"It’s not the area where I would have aspired to see the first add-ons," he admitted. But he said that with the new UI, Microsoft hopes to get more vendors on board without significant changes.

Microsoft Prepares for End of Windows With Midori

With the Internet increasingly taking on the role of the PC operating system and the growing prevalence of virtualization technologies, there will be a day when the Microsoft Windows client OS as it’s been developed for the past 20-odd years becomes obsolete.

Microsoft seems to be preparing for that day with an incubation project code-named Midori, which seeks to create a componentized, non-Windows OS that will take advantage of technologies not available when Windows first was conceived, according to published reports.

Although Microsoft won’t comment publicly on what Midori is, the company has confirmed that it exists. Several reports — the most comprehensive to date published on Tuesday by Software Development Times — have gone much further than that.

That report paints Midori as an Internet-centric OS, based on the idea of connected systems, that largely eliminates the dependencies between local applications and the hardware they run on that exist with a typical OS today.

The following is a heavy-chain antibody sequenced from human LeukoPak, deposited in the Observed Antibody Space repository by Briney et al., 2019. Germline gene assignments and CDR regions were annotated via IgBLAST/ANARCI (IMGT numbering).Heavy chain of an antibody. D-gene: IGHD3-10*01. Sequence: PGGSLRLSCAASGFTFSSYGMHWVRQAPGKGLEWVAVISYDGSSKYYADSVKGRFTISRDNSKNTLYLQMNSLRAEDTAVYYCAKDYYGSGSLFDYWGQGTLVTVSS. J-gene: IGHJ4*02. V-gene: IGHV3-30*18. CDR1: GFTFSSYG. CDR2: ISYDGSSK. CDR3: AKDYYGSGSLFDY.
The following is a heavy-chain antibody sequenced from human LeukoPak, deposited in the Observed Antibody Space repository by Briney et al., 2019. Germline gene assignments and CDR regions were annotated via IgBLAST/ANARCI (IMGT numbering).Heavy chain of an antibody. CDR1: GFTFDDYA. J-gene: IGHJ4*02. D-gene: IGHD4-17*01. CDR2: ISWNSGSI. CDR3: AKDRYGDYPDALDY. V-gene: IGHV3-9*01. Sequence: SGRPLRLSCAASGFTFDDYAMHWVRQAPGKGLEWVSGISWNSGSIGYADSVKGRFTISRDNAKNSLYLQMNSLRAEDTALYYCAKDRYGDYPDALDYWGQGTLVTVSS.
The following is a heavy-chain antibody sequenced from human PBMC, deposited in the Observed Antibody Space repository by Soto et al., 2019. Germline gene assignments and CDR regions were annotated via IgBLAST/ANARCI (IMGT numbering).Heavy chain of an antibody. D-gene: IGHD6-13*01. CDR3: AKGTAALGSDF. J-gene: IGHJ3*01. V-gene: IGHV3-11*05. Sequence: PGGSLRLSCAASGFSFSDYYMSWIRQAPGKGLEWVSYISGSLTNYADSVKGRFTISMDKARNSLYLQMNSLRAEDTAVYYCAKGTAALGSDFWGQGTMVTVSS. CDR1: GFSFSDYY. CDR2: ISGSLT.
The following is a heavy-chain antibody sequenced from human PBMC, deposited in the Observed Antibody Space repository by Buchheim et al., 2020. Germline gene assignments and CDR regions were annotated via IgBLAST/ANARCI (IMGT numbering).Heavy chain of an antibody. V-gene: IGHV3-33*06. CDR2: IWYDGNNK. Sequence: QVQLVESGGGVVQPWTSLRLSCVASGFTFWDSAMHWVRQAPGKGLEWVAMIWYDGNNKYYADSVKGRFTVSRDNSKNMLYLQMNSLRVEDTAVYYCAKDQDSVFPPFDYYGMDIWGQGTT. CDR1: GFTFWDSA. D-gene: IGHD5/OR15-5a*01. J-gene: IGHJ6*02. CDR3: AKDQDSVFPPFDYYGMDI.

The report claims Midori is an offshoot of Microsoft Research’s Singularity OS, which creates “software-isolated processes” to reduce the dependencies between individual applications, and between the applications and the OS itself.

With the ability today to run an OS, applications — and even an entire PC desktop of applications — in a virtual container using a hypervisor, the need to have the OS and applications installed natively on a PC is becoming less and less, said Brian Madden, an independent technology analyst.

“Why do you need it?” he said. “Now we have hypervisors everywhere.”

Madden suggested that a future OS could actually be a hypervisor itself, with virtual containers of applications running on top of it that can be transferred easily to other devices because they don’t have client-side dependencies to each other.

And while he has no information about Midori beyond the published reports, he said descriptions of it as an Internet-centric system that provides an overall “connectedness” between applications and devices makes sense for the future of cloud computing and on-demand services. Microsoft likely recognizes the need for this even if the actual technology is still five or more years out, Madden said.

“They’re preparing for the day when people realize we don’t need Windows anymore” and thinking about what they will do to remain relevant, he said.